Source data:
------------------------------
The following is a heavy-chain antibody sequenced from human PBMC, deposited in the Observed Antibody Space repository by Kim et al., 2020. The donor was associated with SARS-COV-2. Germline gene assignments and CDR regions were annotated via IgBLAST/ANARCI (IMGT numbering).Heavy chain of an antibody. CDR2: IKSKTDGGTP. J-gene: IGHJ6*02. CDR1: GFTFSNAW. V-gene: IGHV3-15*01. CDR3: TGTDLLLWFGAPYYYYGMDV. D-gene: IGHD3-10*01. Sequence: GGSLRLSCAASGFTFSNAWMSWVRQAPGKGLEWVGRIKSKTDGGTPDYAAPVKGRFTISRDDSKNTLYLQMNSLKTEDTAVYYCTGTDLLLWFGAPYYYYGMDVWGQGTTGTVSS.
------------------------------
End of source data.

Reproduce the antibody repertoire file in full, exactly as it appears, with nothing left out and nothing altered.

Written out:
The following is a heavy-chain antibody sequenced from human PBMC, deposited in the Observed Antibody Space repository by Kim et al., 2020. The donor was associated with SARS-COV-2. Germline gene assignments and CDR regions were annotated via IgBLAST/ANARCI (IMGT numbering).Heavy chain of an antibody. CDR2: IKSKTDGGTP. J-gene: IGHJ6*02. CDR1: GFTFSNAW. V-gene: IGHV3-15*01. CDR3: TGTDLLLWFGAPYYYYGMDV. D-gene: IGHD3-10*01. Sequence: GGSLRLSCAASGFTFSNAWMSWVRQAPGKGLEWVGRIKSKTDGGTPDYAAPVKGRFTISRDDSKNTLYLQMNSLKTEDTAVYYCTGTDLLLWFGAPYYYYGMDVWGQGTTGTVSS.